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Providence residents, Brown community members discuss fare-free RIPTA programs

Riders discuss importance of programs after end of R-Line fare-free pilot

The fare-free pilot, a quarterly RIPTA report noted, was “intended to increase transit ridership and improve access and mobility for low-income people.”
The fare-free pilot, a quarterly RIPTA report noted, was “intended to increase transit ridership and improve access and mobility for low-income people.”

Last month, the Rhode Island Public Transit Authority faced an end date for two free-fare programs: one for all passengers of the R-Line and another for low-income passengers on all RIPTA lines. The former program expired, but RIPTA directors voted to extend the latter program for another six months.

The Herald spoke to RIPTA riders and Brown community members about the pilot programs and their experiences using the buses.

R-Line fare-free pilot

RIPTA’s R-Line, which runs from the Pawtucket Transit Center to the Broad City Line, was free for all passengers from Sept. 1, 2022 through September 2023.


According to a quarterly RIPTA report, the R-Line “is RIPTA’s most frequent and highest ridership route.” In mid-2022, the R-Line carried roughly 16% of RIPTA’s bus ridership, the report reads.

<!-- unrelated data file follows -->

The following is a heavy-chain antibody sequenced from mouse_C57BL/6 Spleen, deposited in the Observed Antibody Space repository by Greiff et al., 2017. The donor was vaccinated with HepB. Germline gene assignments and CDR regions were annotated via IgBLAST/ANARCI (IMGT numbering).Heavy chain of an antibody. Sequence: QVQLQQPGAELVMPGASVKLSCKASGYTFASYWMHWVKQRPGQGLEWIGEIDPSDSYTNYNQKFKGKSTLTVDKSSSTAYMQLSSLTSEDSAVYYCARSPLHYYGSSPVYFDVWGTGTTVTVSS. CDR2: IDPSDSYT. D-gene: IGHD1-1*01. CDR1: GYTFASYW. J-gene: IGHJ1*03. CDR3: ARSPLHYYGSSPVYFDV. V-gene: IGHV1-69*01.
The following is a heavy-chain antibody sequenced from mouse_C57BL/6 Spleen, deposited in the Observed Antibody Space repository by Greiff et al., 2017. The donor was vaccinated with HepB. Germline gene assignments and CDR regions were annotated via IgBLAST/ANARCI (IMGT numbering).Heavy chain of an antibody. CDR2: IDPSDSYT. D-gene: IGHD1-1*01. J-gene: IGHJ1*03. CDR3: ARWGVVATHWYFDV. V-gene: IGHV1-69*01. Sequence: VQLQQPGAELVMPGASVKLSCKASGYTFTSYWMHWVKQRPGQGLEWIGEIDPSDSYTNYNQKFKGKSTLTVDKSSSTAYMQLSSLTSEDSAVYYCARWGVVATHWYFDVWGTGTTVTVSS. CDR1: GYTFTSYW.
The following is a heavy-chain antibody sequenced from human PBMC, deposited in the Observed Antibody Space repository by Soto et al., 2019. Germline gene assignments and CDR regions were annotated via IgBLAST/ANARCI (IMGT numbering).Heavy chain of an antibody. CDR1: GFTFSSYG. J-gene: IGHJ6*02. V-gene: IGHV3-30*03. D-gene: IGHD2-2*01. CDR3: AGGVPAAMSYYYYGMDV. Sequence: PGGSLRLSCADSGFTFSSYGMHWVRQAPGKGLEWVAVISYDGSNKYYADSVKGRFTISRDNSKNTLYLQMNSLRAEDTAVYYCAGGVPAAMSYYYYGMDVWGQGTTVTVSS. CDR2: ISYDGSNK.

The fare-free pilot “intended to increase transit ridership and improve access and mobility for low-income people,” according to the report. The pilot served as “an opportunity to advance the conversation about how best to assist with climate goals and offer equitable and expanded transportation choices in Rhode Island,” the report reads. 

Maria Monteiro rides the RIPTA every day while commuting to and from work, picking up her grandkids and running errands. “It’s my car. It’s my ride,” she said. “I need it.”

“I miss the pilot,” Monteiro said, adding that the pilot program “was a big help in getting from Providence to Pawtucket.”

Based on RIPTA data, the end of the pilot program has resulted in an approximately 24% ridership decrease, ecoRI previously reported. During the pilot, year-over-year ridership increased by 40%.

Alice Ragan, an academic program coordinator for the University’s Department of Education who frequently uses the RIPTA, noted that “there were a lot more young people on here, a lot more students were able to use it” while the R-line fare-free pilot was in place.

She added that the pilot program “increased accessibility and it made a lot more people aware of, and active users of the bus system.” 

Peggy Overton, who used the pilot to access RIPTA transportation after losing her bus pass, described the pilot program as “a godsend.”

“I hope they bring it back,” she said, referring to the pilot. 

Overton noted that the R-Line route goes “all the way to Pawtucket,” which has a shelter and a location for harm reduction nonprofit Project Weber/Renew. She said the program was “good for people who need those services” but who “don’t always have two dollars to get on the bus.”